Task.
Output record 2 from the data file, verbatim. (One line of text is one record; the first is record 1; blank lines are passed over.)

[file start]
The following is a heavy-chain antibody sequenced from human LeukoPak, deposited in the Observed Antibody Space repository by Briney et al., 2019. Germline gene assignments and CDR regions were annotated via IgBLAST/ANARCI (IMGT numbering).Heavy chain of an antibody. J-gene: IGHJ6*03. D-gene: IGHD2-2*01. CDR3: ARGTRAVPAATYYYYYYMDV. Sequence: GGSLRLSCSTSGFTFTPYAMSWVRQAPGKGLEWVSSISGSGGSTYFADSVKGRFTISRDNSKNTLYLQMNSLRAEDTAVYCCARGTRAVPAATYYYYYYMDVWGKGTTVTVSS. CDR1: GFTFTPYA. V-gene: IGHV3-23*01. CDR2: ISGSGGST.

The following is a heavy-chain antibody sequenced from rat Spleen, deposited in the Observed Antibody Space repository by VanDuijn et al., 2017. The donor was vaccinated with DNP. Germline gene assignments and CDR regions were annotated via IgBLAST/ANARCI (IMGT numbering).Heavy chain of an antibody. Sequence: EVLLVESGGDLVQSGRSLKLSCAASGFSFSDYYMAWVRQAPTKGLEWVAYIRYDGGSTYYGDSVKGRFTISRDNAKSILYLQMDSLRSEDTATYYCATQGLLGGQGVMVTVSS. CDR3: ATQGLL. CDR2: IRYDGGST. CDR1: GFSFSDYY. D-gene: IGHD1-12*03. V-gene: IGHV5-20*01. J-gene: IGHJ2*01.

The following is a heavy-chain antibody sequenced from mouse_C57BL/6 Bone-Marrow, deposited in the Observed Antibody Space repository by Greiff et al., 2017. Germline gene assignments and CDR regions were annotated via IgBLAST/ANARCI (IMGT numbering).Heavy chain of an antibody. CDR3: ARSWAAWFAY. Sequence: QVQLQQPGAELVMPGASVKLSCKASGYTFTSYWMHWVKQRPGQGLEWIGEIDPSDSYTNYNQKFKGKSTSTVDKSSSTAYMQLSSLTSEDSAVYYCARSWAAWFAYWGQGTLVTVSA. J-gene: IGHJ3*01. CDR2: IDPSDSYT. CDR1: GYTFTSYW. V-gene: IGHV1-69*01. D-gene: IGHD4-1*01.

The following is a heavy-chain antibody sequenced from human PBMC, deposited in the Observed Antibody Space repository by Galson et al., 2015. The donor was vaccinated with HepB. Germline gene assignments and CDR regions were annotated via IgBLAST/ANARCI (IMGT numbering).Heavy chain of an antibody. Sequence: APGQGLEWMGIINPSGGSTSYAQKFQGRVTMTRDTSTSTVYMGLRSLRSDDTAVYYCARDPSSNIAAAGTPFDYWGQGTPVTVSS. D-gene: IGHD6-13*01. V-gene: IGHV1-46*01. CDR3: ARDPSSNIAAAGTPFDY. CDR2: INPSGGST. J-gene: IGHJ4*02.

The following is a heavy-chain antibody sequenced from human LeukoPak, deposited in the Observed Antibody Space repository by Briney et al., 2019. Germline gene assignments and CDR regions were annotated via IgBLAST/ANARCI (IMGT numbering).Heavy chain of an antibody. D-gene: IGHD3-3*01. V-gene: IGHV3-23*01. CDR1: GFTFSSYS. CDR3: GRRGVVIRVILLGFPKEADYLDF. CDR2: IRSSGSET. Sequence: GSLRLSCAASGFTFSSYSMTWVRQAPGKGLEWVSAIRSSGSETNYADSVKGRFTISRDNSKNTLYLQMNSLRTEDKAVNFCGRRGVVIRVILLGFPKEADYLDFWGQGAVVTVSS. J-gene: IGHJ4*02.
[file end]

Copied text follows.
The following is a heavy-chain antibody sequenced from rat Spleen, deposited in the Observed Antibody Space repository by VanDuijn et al., 2017. The donor was vaccinated with DNP. Germline gene assignments and CDR regions were annotated via IgBLAST/ANARCI (IMGT numbering).Heavy chain of an antibody. Sequence: EVLLVESGGDLVQSGRSLKLSCAASGFSFSDYYMAWVRQAPTKGLEWVAYIRYDGGSTYYGDSVKGRFTISRDNAKSILYLQMDSLRSEDTATYYCATQGLLGGQGVMVTVSS. CDR3: ATQGLL. CDR2: IRYDGGST. CDR1: GFSFSDYY. D-gene: IGHD1-12*03. V-gene: IGHV5-20*01. J-gene: IGHJ2*01.